• “Save the World” – is about classroom shootings; this song is about the fear the narrator feels about there being shooters everywhere he goes. Isbell did a great job with the lyrics and music here to craft something relevant and speaks to what is troubling the world today. Feeling more rock and less folk/country, the song conveys a powerful message, so it will be one everyone will be working on getting TikTok copyrights and showcasing this masterfully solid track.
  • “If You Insist”  –  the music makes expert use of the drums in this song, bringing out heavier moments and contrasting the lighter sides of the message.
  • “Cast Iron Skillet” – this song is very country-forward, with a great story from Isbell and his excellent writing, and it tackles the aspect of interracial marriage with the lyrics Jamie found a boyfriend/ With smiling eyes and dark skin /And her daddy never spoke another word to her again.” It also mentions the album title within the song, showcasing it as a leading single.
  • “When We Were Close” – the tribute song is about a long-time friend of Isbell, Justin Townes Earle, who died in 2020. There’s some survivor guilt apparent, and it drips with a lot of genuine grief, even as a more rock-forward song.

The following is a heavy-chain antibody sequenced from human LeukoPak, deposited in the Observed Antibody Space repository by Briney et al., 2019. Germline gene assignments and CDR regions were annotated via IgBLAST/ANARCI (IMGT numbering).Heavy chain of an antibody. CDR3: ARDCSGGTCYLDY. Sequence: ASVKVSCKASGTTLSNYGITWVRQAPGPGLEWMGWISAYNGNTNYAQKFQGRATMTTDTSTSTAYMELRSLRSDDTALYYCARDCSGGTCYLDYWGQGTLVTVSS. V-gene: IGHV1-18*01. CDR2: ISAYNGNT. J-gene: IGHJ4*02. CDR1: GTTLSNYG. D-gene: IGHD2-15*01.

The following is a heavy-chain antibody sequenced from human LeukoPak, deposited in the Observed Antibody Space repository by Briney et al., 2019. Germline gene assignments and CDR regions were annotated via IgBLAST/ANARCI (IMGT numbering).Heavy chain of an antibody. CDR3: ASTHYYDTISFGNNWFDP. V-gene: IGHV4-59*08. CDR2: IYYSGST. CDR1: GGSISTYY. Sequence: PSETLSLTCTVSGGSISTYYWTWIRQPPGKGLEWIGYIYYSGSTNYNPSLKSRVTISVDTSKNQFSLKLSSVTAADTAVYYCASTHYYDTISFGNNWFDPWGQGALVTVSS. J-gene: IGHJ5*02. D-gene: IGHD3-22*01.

• “Volunteer” –  it sounds like it could be a story about Isbell himself, but he put elements of dreaming of other lives in it as well. The question is whether it’s about dreams he had or just wondering if he made different choices in life – either way, a lot of emotion and feeling is there in the music, and the writing is very masterful.
  • “Vestavia Hills” – the song has waltz-like old-timey music and discusses a musician who suffers from burnout.
  • “White Beretta” – dealing with the effects of abortion, the narrator is a man who feels guilty with powerful lyrics, “With all that shame and certainty/And I’m sorry you had to go in that room alone.”
  • “This Ain’t It” – skilfully crafted and one of the stand-out tracks on the album, this Southern rock anthem provides Isbell’s astounding guitar mastery, along with his songwriting.
  • “Miles” – heartbreak is apparent in this final track, with an aging father becoming estranged from his daughter. Lyrics showcase “There’s miles between us” almost like a wistful and nostalgic desire to fix it, but without the energy to back it up.

The album showcases the hard work and all the blood, sweat, and tears Isbell used to create some in-your-face messages. It’s worth a listen!


The band is currently on tour and will be seen in the sixth annual Mempho Music Festival this fall. Some of their upcoming shows are below:

June 25 – Hill Auditorium – Ann Arbor, MI

June 29 – Frost Amphitheater – Stanford, CA

June 30 – High Sierra Music Festival – Quincy, CA

July 2 – Clackamas County Fairgrounds – Canby, OR

July 6 – Martin Woldson Theater at The Fox – Spokane, WA

July 11 – Marquee Theater – Tempe, AZ